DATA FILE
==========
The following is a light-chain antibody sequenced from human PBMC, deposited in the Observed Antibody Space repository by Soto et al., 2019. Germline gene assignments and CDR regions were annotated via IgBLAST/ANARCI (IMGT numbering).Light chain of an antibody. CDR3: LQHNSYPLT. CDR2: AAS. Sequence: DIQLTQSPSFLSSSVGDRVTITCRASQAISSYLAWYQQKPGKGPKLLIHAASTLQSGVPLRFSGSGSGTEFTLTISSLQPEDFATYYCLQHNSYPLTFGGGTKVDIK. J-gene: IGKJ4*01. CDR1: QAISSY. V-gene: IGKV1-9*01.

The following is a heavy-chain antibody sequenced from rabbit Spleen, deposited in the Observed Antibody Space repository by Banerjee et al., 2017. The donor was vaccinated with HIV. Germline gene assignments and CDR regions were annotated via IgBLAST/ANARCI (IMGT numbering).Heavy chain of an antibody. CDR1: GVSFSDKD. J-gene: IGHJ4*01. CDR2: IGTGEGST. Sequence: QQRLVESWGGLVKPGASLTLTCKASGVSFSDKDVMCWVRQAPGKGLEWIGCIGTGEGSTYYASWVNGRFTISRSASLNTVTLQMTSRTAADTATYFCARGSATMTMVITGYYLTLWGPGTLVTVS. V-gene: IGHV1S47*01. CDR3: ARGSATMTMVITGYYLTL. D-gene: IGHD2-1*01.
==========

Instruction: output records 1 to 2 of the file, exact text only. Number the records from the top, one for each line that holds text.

The following is a light-chain antibody sequenced from human PBMC, deposited in the Observed Antibody Space repository by Soto et al., 2019. Germline gene assignments and CDR regions were annotated via IgBLAST/ANARCI (IMGT numbering).Light chain of an antibody. CDR3: LQHNSYPLT. CDR2: AAS. Sequence: DIQLTQSPSFLSSSVGDRVTITCRASQAISSYLAWYQQKPGKGPKLLIHAASTLQSGVPLRFSGSGSGTEFTLTISSLQPEDFATYYCLQHNSYPLTFGGGTKVDIK. J-gene: IGKJ4*01. CDR1: QAISSY. V-gene: IGKV1-9*01.

The following is a heavy-chain antibody sequenced from rabbit Spleen, deposited in the Observed Antibody Space repository by Banerjee et al., 2017. The donor was vaccinated with HIV. Germline gene assignments and CDR regions were annotated via IgBLAST/ANARCI (IMGT numbering).Heavy chain of an antibody. CDR1: GVSFSDKD. J-gene: IGHJ4*01. CDR2: IGTGEGST. Sequence: QQRLVESWGGLVKPGASLTLTCKASGVSFSDKDVMCWVRQAPGKGLEWIGCIGTGEGSTYYASWVNGRFTISRSASLNTVTLQMTSRTAADTATYFCARGSATMTMVITGYYLTLWGPGTLVTVS. V-gene: IGHV1S47*01. CDR3: ARGSATMTMVITGYYLTL. D-gene: IGHD2-1*01.